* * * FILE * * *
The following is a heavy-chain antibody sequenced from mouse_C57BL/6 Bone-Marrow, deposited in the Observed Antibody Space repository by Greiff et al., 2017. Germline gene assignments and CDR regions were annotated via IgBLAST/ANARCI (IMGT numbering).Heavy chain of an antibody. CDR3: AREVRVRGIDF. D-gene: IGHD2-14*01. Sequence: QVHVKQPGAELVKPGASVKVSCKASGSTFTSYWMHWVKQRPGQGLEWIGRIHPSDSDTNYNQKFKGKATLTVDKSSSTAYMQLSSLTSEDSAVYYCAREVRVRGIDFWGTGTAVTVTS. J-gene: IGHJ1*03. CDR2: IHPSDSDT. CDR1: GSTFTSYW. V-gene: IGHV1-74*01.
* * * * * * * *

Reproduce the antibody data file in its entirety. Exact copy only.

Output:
The following is a heavy-chain antibody sequenced from mouse_C57BL/6 Bone-Marrow, deposited in the Observed Antibody Space repository by Greiff et al., 2017. Germline gene assignments and CDR regions were annotated via IgBLAST/ANARCI (IMGT numbering).Heavy chain of an antibody. CDR3: AREVRVRGIDF. D-gene: IGHD2-14*01. Sequence: QVHVKQPGAELVKPGASVKVSCKASGSTFTSYWMHWVKQRPGQGLEWIGRIHPSDSDTNYNQKFKGKATLTVDKSSSTAYMQLSSLTSEDSAVYYCAREVRVRGIDFWGTGTAVTVTS. J-gene: IGHJ1*03. CDR2: IHPSDSDT. CDR1: GSTFTSYW. V-gene: IGHV1-74*01.